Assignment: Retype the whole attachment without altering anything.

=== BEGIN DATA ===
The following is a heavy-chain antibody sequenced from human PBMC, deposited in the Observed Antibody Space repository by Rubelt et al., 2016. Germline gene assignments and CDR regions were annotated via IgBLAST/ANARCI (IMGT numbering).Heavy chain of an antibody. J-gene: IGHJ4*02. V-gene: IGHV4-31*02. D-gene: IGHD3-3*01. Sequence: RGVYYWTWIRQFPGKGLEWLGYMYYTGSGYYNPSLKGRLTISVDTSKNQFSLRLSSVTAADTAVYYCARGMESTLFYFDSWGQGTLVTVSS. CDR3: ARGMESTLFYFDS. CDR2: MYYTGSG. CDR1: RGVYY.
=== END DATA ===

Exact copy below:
The following is a heavy-chain antibody sequenced from human PBMC, deposited in the Observed Antibody Space repository by Rubelt et al., 2016. Germline gene assignments and CDR regions were annotated via IgBLAST/ANARCI (IMGT numbering).Heavy chain of an antibody. J-gene: IGHJ4*02. V-gene: IGHV4-31*02. D-gene: IGHD3-3*01. Sequence: RGVYYWTWIRQFPGKGLEWLGYMYYTGSGYYNPSLKGRLTISVDTSKNQFSLRLSSVTAADTAVYYCARGMESTLFYFDSWGQGTLVTVSS. CDR3: ARGMESTLFYFDS. CDR2: MYYTGSG. CDR1: RGVYY.